Engaging communities to deter wildlife poaching in Southern Africa

Brian App, deputy chief of party at Southern Africa Regional Environmental Program, shares strategies to deter wildlife poaching.

Wildlife poaching remains a top issue in the Okavango Delta. Alarmingly, year-to-date numbers exceed the cumulative figure for the past 10 years, said Southern Africa Regional Environmental Programs Deputy Chief of Party Brian App.

The high demand for wildlife is largely to blame, which anti-poaching advocacy campaigns have been trying to address. But App said they are also developing community-based solutions to the problem.

“The Okavango Delta is a high-value asset and … there’s a lot of room for expansion,” Brian App says.

Part of the solution is to involve community members in other industries such as tourism, fishing, farming and mining.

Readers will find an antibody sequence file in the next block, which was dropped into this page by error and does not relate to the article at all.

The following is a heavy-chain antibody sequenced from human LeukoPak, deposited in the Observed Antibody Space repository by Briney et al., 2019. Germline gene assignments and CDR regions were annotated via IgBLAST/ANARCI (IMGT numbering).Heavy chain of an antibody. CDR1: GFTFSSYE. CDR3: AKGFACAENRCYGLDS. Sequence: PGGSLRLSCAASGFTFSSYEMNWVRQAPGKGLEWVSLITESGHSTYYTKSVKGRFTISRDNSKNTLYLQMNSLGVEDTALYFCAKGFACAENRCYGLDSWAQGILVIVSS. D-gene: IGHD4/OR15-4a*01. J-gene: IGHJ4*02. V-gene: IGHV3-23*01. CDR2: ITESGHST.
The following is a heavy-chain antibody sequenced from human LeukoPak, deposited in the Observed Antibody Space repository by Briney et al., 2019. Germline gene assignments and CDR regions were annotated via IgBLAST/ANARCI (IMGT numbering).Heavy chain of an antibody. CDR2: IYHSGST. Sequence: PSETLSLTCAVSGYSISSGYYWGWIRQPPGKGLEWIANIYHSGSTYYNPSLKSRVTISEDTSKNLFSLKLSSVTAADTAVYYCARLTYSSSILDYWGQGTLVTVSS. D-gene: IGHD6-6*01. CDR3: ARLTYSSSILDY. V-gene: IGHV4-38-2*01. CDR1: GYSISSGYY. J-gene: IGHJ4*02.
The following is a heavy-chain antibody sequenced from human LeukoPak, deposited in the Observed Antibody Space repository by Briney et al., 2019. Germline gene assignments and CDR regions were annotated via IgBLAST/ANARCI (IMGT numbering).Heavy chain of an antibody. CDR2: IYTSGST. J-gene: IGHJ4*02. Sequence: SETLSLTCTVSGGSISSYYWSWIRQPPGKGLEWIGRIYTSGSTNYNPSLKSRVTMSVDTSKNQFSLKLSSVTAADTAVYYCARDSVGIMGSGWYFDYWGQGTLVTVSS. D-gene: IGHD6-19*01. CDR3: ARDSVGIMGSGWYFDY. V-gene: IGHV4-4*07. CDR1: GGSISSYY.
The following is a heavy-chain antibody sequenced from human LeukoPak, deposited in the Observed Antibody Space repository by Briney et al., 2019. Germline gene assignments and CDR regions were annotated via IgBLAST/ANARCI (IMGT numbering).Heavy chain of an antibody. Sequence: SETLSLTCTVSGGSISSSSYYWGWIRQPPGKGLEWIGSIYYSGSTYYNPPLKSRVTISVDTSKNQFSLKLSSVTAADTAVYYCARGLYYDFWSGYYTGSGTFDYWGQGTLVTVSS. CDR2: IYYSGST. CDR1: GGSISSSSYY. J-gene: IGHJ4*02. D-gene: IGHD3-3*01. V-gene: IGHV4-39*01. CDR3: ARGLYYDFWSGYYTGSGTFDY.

“The Okavango Delta is a high-value asset and … there’s a lot of room for expansion,” App said.

Watch the clips above to learn more about how mapping technology is changing how they allocate land use and what other strategies they take to curb wildlife poaching.

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About the author

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    Jacques Jimeno

    Jacques is a copy editor at Devex’s news production team. Previously, he worked with the Philippine Department of Tourism and the World Wide Fund for Nature. He is currently taking his master’s degree in communication from the University of the Philippines Diliman.

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